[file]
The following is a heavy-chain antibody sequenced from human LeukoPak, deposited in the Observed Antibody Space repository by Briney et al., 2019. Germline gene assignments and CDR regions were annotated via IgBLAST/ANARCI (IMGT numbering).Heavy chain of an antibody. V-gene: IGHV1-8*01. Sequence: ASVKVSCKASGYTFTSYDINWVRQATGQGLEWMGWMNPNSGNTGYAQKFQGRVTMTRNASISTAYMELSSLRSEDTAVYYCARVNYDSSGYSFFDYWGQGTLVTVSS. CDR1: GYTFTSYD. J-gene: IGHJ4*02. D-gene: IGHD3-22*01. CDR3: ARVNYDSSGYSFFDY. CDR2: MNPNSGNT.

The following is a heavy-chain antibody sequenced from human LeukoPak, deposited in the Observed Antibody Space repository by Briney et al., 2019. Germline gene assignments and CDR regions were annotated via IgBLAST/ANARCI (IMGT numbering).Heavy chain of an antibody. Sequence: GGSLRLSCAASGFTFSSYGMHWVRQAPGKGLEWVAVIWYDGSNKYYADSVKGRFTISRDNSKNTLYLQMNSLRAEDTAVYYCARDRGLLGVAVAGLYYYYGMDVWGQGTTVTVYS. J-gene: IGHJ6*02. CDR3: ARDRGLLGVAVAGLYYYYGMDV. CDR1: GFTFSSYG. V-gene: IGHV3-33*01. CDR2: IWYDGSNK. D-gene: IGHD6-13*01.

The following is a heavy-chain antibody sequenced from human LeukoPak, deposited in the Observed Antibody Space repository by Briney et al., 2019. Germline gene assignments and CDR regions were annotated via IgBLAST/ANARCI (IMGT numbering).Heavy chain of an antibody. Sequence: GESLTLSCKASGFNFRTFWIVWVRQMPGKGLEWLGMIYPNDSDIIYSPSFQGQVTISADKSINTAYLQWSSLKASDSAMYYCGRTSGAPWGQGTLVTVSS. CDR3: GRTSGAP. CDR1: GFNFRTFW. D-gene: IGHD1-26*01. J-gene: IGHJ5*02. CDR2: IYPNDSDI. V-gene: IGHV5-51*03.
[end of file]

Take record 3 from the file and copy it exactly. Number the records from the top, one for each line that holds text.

The following is a heavy-chain antibody sequenced from human LeukoPak, deposited in the Observed Antibody Space repository by Briney et al., 2019. Germline gene assignments and CDR regions were annotated via IgBLAST/ANARCI (IMGT numbering).Heavy chain of an antibody. Sequence: GESLTLSCKASGFNFRTFWIVWVRQMPGKGLEWLGMIYPNDSDIIYSPSFQGQVTISADKSINTAYLQWSSLKASDSAMYYCGRTSGAPWGQGTLVTVSS. CDR3: GRTSGAP. CDR1: GFNFRTFW. D-gene: IGHD1-26*01. J-gene: IGHJ5*02. CDR2: IYPNDSDI. V-gene: IGHV5-51*03.